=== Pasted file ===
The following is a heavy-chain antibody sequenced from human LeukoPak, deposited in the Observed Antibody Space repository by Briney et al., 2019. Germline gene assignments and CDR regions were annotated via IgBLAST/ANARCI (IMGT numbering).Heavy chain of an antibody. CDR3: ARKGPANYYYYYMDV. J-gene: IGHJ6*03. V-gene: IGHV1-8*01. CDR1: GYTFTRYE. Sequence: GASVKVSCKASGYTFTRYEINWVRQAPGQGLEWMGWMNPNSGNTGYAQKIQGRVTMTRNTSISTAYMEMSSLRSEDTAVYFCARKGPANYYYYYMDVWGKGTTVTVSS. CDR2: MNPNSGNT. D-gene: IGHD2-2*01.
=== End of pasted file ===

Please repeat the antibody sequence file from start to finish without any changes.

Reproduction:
The following is a heavy-chain antibody sequenced from human LeukoPak, deposited in the Observed Antibody Space repository by Briney et al., 2019. Germline gene assignments and CDR regions were annotated via IgBLAST/ANARCI (IMGT numbering).Heavy chain of an antibody. CDR3: ARKGPANYYYYYMDV. J-gene: IGHJ6*03. V-gene: IGHV1-8*01. CDR1: GYTFTRYE. Sequence: GASVKVSCKASGYTFTRYEINWVRQAPGQGLEWMGWMNPNSGNTGYAQKIQGRVTMTRNTSISTAYMEMSSLRSEDTAVYFCARKGPANYYYYYMDVWGKGTTVTVSS. CDR2: MNPNSGNT. D-gene: IGHD2-2*01.